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Here is my current issue. I need to display a tree like structure displaying a recall roster. Our DBA created a stored procedure that returns [level],[name],[contact_info].

Example looks like:

[1] [test name1] [contact info]
[2] [sub to1] [contact info]
[3] [sub to2] [contact info]
[4] [sub to3] [contact info]
[3] [sub to2] [contact info]
[2] [sub to1] [contact info]


It's sorted in the order of the hierarchy

I haven't really worked with XML much but is that the way to go in loading/presenting this data. Currently when I retrieving the data I'm returning it in a datatable. There may also be a need to export this data to Excel.

Can anyone point me a good direction to go with this?

share|improve this question
If you are getting the data from SQL Sever, then it can make the XML for you also. – RBarryYoung Oct 15 '12 at 15:40
What is the hierarchy of this data supposed to be determined? How are parent/child relationships determined in the rows, I see no relation except in possibly the name and level but they're all duplicated. – Jeff Mercado Oct 15 '12 at 15:49
@JeffMercado Without more info from the poster, my only guess is that the hierarchy is supposed to be derived from the order of the data (which, while possible, is a bad practice). So each row is the child of the first row above it that has level=<mylevel>-1 – ean5533 Oct 15 '12 at 16:36
@ean5533: Ah that would make sense. Definitely a bad idea. – Jeff Mercado Oct 15 '12 at 16:39
@JeffMercado yes there is a extra field i didn't include that is a integer that is for sorting. That's all I'm getting now from my DBA so that's what I have to work with. Determining a child is if the next record is a level higher I know they are a child to the previous. If the next level is lower then that user is a child to a previous user who's level will be one lower. – Tim Bassett Oct 15 '12 at 17:34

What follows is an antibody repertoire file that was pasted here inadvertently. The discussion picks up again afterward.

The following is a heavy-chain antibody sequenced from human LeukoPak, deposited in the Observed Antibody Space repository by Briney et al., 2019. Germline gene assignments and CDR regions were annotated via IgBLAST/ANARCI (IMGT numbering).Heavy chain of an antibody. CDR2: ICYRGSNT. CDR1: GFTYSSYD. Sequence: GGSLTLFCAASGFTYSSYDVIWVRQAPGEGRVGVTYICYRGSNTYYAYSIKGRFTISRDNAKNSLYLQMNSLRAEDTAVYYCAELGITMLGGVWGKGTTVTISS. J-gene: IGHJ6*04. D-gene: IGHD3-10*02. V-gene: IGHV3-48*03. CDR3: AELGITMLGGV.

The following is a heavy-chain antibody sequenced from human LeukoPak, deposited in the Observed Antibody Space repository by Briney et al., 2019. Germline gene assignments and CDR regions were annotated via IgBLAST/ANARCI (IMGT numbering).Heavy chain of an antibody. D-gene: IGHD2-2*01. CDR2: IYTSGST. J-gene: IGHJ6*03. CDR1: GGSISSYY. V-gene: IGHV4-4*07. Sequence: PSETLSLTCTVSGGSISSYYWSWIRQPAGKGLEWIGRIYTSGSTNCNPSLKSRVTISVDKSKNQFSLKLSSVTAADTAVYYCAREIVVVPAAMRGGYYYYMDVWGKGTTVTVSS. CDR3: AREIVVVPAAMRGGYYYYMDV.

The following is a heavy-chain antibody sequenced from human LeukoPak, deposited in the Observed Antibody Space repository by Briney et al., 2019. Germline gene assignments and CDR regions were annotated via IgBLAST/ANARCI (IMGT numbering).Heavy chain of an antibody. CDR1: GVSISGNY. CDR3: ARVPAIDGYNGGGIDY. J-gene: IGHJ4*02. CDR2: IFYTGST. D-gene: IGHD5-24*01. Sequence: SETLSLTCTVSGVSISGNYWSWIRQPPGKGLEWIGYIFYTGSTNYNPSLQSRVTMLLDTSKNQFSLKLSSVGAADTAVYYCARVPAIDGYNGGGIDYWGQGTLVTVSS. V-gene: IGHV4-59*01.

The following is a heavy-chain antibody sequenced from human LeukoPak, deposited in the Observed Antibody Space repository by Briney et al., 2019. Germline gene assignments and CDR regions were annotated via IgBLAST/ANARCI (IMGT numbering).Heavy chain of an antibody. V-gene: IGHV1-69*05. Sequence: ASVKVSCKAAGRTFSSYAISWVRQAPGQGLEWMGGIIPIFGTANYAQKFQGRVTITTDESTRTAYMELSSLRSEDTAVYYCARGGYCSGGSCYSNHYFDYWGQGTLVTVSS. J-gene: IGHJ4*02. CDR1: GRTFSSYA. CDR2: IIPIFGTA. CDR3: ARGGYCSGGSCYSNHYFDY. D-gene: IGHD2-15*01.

up vote 0 down vote accepted

1) Do not trust in ANY data result order that you cannot stablish and manipulate. The "standar" way to retrieve data from a stored procedure is a datareader, datatable or dataset. You can even user Entity Framework to encapsulate the data. None of them ensures that the order is preserved. Assuming your resultset will be ordered is too risky.

2) Ask your DBA to include hierarchy informaion in the result (for example, a field with the key of the parent record)

3) Recursion works well for Hierarchy problems. Design your algorithm to start with a xml node and a bunch of top-level records. For each record: add a new xmlnode and make a recursive call passing the children of the record you just added.

4) If the expected result is small (lets say, a few hundreds of records) you can get all the data, store it in a datatable and use the Filter property to search for specific records. If the expected result is several thousand records, ask your DBA to create a store procedure to read one record's children and make a call to such procedure for each record in the xml node. Make sure you don't have loops in the data :)

share|improve this answer
guys thanks for all the input. I ended up writing my own stored procedure gathering the fields I needs and then based my data off this:… – Tim Bassett Oct 15 '12 at 19:56

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